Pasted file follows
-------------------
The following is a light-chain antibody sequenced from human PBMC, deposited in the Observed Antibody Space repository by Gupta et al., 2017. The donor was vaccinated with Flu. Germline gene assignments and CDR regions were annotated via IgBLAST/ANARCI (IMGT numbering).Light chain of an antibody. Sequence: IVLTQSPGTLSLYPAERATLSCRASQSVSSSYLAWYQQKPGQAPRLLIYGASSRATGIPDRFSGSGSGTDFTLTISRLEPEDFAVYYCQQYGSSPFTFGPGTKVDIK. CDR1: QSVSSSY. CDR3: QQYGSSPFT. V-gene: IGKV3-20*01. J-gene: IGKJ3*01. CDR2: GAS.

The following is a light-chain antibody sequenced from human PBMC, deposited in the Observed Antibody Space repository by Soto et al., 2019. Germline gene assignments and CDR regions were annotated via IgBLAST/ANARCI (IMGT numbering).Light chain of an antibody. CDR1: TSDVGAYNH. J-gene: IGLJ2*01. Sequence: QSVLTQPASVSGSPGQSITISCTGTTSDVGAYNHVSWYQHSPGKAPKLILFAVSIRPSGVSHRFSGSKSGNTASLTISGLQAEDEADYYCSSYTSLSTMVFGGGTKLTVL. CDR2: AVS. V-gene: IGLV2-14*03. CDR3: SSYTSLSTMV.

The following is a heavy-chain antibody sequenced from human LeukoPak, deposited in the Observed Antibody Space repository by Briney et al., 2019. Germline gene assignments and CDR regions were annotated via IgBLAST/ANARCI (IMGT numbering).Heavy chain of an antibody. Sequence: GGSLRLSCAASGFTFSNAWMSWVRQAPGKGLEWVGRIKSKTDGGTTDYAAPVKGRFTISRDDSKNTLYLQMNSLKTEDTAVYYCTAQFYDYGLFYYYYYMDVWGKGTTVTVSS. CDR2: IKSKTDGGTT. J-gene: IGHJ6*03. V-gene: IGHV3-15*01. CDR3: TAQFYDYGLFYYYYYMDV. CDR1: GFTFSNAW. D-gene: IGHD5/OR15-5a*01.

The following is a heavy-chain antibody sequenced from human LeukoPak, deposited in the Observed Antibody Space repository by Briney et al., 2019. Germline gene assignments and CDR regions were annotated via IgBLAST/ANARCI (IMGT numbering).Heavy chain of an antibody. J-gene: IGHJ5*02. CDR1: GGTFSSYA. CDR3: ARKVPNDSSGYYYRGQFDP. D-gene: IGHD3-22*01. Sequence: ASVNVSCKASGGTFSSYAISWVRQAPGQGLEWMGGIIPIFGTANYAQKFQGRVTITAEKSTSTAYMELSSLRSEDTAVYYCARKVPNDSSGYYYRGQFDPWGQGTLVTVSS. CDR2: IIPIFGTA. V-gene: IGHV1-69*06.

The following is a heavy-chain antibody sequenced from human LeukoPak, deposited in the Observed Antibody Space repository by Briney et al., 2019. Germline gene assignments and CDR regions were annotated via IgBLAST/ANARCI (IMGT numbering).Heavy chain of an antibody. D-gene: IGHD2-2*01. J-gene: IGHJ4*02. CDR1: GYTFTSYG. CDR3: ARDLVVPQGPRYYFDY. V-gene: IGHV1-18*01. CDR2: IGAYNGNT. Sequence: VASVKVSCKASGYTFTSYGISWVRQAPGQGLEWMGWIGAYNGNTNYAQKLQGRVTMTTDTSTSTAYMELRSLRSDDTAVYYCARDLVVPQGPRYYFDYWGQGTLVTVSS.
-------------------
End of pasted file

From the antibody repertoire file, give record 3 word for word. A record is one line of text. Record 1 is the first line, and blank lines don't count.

The following is a heavy-chain antibody sequenced from human LeukoPak, deposited in the Observed Antibody Space repository by Briney et al., 2019. Germline gene assignments and CDR regions were annotated via IgBLAST/ANARCI (IMGT numbering).Heavy chain of an antibody. Sequence: GGSLRLSCAASGFTFSNAWMSWVRQAPGKGLEWVGRIKSKTDGGTTDYAAPVKGRFTISRDDSKNTLYLQMNSLKTEDTAVYYCTAQFYDYGLFYYYYYMDVWGKGTTVTVSS. CDR2: IKSKTDGGTT. J-gene: IGHJ6*03. V-gene: IGHV3-15*01. CDR3: TAQFYDYGLFYYYYYMDV. CDR1: GFTFSNAW. D-gene: IGHD5/OR15-5a*01.